As Janning said, what's happening is that an XSLT stylesheet (actually,
the XSLT processor) comes with built-in template rules which apply if
there's no explicit template rule for a given node. Then one solution,
if this creates problems, is to override these built-ins, as he sort of
Janning Vygen wrote:
> <xsl:template match="/">
> <xsl:apply-templates select="Contents"/>
However, you'll find that this also doesn't quite work. The
xsl:apply-templates element says to look for and apply any template
rules in effect for *children* of the current node. By using the select
attribute, you're saying to do so for only the specified child(ren), not
*all* children, of the current node.
In the above, the current node -- set by the match="/" -- is the source
tree's root node. That has exactly one child, the root ELEMENT named
"Book." The select attribute says to process only the child(ren) named
"Contents"; since the current node has no such children, the effect is
to suppress the output explicitly associated with ANY children of the
The simplest way to fix this is to replace the "/" match pattern with
"Book" -- because that element does indeed have a child named
"Contents." And by using an explicit select="Contents" attribute,
Janning has effectively suppressed the contents of the Title element,
which is one effect you sought.
But then the XSLT processor hits this in Janning's solution:
> <xsl:template match="Contents">
> <xsl:for-each select="Chapters">
> <xsl:apply-templates select = "Heading"/><hr></hr>
This template rule is not fired as a result of the earlier
xsl:apply-templates (for children of the root node), because (as I
explained) there are NO children of the root node named "Contents."
Rather, it's fired for the simplest of reasons -- because its match
pattern corresponds to the name of an element type in the source tree.
There's exactly one such element in your sample XML, so this template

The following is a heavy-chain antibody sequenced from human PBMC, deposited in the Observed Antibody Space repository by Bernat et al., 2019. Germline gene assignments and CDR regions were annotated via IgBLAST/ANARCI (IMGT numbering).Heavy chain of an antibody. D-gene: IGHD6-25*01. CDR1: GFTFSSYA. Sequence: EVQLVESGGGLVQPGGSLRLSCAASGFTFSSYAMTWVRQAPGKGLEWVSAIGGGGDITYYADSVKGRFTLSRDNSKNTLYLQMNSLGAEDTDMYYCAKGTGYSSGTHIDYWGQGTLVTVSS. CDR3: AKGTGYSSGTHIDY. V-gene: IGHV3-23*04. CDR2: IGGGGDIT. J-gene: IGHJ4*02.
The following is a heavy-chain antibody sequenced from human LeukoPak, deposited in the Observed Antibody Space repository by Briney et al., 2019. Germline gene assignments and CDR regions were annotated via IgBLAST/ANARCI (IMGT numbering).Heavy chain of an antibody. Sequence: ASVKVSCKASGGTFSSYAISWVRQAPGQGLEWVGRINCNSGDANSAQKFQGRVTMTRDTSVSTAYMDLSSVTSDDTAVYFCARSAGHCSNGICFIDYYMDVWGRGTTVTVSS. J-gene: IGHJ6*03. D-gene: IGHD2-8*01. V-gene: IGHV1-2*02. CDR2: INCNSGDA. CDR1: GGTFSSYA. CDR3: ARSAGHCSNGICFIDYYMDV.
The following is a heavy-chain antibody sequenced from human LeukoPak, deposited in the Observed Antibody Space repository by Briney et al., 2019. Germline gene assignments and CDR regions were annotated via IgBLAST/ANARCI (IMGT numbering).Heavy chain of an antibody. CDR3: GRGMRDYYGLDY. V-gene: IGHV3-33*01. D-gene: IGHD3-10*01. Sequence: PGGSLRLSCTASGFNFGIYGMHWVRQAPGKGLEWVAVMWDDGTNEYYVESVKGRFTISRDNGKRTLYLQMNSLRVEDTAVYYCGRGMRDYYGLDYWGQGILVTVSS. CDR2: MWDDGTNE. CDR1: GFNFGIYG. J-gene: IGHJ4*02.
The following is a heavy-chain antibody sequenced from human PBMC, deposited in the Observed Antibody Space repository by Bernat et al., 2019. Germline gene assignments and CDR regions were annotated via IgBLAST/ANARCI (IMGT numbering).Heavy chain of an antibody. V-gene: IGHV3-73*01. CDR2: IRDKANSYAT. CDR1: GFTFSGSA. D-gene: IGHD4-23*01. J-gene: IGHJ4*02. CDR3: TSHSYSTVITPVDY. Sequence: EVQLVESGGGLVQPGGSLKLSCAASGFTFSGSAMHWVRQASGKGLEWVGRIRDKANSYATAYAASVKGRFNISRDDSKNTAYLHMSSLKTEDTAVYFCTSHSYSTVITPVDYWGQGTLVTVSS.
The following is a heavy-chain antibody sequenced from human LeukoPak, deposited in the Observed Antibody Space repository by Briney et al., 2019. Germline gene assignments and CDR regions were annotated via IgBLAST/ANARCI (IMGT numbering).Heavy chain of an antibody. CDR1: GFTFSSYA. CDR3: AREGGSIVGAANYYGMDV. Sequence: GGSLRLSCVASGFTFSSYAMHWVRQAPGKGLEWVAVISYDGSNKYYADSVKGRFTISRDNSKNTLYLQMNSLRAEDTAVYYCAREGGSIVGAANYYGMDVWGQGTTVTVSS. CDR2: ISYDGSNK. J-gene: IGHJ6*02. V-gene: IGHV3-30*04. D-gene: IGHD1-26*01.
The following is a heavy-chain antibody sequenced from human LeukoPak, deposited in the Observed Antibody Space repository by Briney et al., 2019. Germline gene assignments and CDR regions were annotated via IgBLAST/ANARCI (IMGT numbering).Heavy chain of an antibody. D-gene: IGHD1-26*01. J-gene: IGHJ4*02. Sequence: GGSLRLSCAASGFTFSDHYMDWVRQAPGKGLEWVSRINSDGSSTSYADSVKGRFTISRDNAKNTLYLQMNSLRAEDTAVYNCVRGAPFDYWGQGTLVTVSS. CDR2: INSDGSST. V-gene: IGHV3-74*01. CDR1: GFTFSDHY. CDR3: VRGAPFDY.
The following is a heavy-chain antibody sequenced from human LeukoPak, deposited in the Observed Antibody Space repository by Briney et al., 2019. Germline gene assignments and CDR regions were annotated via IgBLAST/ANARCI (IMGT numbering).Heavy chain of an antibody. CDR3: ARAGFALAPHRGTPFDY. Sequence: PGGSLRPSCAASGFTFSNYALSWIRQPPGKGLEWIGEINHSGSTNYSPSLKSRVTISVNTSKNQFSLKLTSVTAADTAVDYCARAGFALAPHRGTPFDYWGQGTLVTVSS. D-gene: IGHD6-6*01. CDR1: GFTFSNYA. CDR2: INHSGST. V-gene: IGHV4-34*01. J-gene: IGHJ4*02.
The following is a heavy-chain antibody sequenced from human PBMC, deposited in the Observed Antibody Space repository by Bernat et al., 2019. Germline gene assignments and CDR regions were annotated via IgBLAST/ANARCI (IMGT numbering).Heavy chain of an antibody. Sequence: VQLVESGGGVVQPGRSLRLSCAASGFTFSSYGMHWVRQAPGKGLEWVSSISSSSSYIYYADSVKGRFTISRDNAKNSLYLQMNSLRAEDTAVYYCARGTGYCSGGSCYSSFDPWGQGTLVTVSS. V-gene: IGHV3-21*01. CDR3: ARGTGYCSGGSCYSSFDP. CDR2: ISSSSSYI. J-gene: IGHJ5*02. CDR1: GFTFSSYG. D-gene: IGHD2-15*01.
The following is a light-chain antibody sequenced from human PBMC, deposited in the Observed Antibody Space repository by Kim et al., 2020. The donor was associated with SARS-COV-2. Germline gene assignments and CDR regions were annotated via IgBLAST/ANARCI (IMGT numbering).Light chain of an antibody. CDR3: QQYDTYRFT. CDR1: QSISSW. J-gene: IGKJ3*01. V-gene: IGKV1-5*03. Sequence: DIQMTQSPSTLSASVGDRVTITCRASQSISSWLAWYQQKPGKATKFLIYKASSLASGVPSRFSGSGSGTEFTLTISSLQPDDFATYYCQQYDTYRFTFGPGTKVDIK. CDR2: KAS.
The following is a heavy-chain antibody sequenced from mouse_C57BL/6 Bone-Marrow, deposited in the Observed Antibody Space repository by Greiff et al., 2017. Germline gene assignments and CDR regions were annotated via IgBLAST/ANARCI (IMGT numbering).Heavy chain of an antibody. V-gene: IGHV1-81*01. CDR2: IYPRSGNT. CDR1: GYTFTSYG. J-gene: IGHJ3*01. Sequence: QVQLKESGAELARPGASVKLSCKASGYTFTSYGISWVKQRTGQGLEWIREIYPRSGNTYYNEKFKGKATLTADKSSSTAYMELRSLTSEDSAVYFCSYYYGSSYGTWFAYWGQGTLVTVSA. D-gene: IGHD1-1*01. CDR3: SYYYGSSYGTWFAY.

rule will fire exactly once.
Unfortunately this template rule is just a little bit scrambled,
although it's headed in the right direction. The problem is the
xsl:apply-templates WITHIN the xsl:for-each. You don't need that. Just
do this instead:
The xsl:value-of element transfers text content from the source to the
result tree. The XPath expression used as the value of the select
attribute is relative to the context node, which (here) is the Chapters
element currently being processed by the xsl:for-each. That is, the
xsl:value-of gets the Heading CHILD of the current Chapters element, and
transfers it to the result tree. The rest of the template consists of
just a horizontal rule.
You'll find that there are still some problems with the stylesheet,
aside from the above:
(1) The correct namespace declaration for elements in the XSLT namespace is:
(2) Your xsl:stylesheet element also needs to include a version="1.0"
(3) You probably don't need the xsl:output element here, but if you want
to use it I suggest making the value of its method attribute value all
lowercase, e.g. method="html". (Some processors may forgive the
uppercase, even though it's not a legitimate value.)
After fixing all this up and running the code through the Saxon XSLT
processor, you get a result tree which looks like this (I added a title
element to the head, which helps confirm that the template rule for the
root Book element is firing correctly):
intro to Java
<hr>Creating First Java Program
<hr>Writing thread based applications
<hr>Socket Programming in JAVA
Which I think is what you were after.
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http://www.flixml.org | box. It was a quicksand box. I was an
XML Q&A: www.xml.com | only child... eventually." (Steven Wright)